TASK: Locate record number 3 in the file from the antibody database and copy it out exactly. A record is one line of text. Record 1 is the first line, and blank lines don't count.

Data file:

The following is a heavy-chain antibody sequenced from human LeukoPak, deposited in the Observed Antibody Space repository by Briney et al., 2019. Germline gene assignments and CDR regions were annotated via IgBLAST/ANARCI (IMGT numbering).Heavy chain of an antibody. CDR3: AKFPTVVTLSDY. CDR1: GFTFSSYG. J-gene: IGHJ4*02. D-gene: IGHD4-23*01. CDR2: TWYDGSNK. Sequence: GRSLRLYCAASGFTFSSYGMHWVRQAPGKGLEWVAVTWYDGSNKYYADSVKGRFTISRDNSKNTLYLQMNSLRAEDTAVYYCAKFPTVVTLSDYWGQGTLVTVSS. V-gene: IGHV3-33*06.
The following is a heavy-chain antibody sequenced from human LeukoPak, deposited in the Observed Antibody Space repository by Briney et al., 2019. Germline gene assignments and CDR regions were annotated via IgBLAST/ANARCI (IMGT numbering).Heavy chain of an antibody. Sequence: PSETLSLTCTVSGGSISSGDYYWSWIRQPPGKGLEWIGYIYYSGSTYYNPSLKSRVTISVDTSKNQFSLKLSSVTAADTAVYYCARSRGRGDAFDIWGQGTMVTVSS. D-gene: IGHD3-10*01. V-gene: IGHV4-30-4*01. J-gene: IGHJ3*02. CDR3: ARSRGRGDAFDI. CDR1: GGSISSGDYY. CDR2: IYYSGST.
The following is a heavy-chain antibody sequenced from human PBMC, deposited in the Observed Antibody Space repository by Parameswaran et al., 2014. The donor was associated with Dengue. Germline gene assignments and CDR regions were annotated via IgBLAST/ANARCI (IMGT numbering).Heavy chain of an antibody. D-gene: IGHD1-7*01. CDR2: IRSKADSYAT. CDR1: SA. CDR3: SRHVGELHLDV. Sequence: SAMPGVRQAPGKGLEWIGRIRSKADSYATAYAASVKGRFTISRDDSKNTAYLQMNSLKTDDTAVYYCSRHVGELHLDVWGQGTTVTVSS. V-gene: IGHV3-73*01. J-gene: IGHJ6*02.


The following is a heavy-chain antibody sequenced from human PBMC, deposited in the Observed Antibody Space repository by Parameswaran et al., 2014. The donor was associated with Dengue. Germline gene assignments and CDR regions were annotated via IgBLAST/ANARCI (IMGT numbering).Heavy chain of an antibody. D-gene: IGHD1-7*01. CDR2: IRSKADSYAT. CDR1: SA. CDR3: SRHVGELHLDV. Sequence: SAMPGVRQAPGKGLEWIGRIRSKADSYATAYAASVKGRFTISRDDSKNTAYLQMNSLKTDDTAVYYCSRHVGELHLDVWGQGTTVTVSS. V-gene: IGHV3-73*01. J-gene: IGHJ6*02.